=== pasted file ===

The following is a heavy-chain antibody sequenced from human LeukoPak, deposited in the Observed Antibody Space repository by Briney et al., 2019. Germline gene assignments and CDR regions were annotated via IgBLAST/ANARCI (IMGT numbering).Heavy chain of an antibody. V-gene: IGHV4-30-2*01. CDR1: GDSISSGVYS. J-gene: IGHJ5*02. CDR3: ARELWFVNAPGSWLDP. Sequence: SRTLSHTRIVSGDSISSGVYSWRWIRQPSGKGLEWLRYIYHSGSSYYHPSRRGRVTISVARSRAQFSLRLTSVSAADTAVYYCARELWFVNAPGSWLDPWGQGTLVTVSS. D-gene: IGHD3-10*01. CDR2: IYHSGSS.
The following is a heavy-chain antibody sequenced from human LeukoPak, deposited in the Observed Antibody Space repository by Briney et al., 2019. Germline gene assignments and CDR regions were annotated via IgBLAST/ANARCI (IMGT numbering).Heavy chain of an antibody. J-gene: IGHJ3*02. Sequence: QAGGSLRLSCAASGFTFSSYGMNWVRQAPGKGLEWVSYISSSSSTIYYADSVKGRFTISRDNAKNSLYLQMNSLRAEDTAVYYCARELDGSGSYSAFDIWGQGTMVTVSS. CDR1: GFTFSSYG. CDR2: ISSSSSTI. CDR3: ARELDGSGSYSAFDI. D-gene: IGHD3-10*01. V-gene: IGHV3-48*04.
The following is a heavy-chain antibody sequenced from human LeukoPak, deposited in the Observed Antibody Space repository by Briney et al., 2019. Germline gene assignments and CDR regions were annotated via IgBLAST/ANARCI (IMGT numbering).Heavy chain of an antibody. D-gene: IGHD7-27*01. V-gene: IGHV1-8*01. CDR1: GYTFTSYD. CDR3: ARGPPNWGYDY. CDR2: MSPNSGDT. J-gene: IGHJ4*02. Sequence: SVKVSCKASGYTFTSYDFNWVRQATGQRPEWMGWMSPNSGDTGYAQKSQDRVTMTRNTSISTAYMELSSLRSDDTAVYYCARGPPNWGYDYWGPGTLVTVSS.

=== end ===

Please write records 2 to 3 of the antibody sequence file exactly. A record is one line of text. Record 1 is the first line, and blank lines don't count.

The following is a heavy-chain antibody sequenced from human LeukoPak, deposited in the Observed Antibody Space repository by Briney et al., 2019. Germline gene assignments and CDR regions were annotated via IgBLAST/ANARCI (IMGT numbering).Heavy chain of an antibody. J-gene: IGHJ3*02. Sequence: QAGGSLRLSCAASGFTFSSYGMNWVRQAPGKGLEWVSYISSSSSTIYYADSVKGRFTISRDNAKNSLYLQMNSLRAEDTAVYYCARELDGSGSYSAFDIWGQGTMVTVSS. CDR1: GFTFSSYG. CDR2: ISSSSSTI. CDR3: ARELDGSGSYSAFDI. D-gene: IGHD3-10*01. V-gene: IGHV3-48*04.
The following is a heavy-chain antibody sequenced from human LeukoPak, deposited in the Observed Antibody Space repository by Briney et al., 2019. Germline gene assignments and CDR regions were annotated via IgBLAST/ANARCI (IMGT numbering).Heavy chain of an antibody. D-gene: IGHD7-27*01. V-gene: IGHV1-8*01. CDR1: GYTFTSYD. CDR3: ARGPPNWGYDY. CDR2: MSPNSGDT. J-gene: IGHJ4*02. Sequence: SVKVSCKASGYTFTSYDFNWVRQATGQRPEWMGWMSPNSGDTGYAQKSQDRVTMTRNTSISTAYMELSSLRSDDTAVYYCARGPPNWGYDYWGPGTLVTVSS.